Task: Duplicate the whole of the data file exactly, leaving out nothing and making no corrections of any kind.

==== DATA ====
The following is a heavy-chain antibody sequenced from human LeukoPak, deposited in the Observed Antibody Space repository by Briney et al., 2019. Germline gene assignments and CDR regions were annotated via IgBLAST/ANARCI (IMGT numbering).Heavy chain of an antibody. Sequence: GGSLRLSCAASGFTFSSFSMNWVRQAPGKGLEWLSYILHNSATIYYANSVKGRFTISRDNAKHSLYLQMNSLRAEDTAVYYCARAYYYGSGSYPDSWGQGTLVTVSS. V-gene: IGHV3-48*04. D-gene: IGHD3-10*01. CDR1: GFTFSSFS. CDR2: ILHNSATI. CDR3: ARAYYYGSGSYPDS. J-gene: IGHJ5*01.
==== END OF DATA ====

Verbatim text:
The following is a heavy-chain antibody sequenced from human LeukoPak, deposited in the Observed Antibody Space repository by Briney et al., 2019. Germline gene assignments and CDR regions were annotated via IgBLAST/ANARCI (IMGT numbering).Heavy chain of an antibody. Sequence: GGSLRLSCAASGFTFSSFSMNWVRQAPGKGLEWLSYILHNSATIYYANSVKGRFTISRDNAKHSLYLQMNSLRAEDTAVYYCARAYYYGSGSYPDSWGQGTLVTVSS. V-gene: IGHV3-48*04. D-gene: IGHD3-10*01. CDR1: GFTFSSFS. CDR2: ILHNSATI. CDR3: ARAYYYGSGSYPDS. J-gene: IGHJ5*01.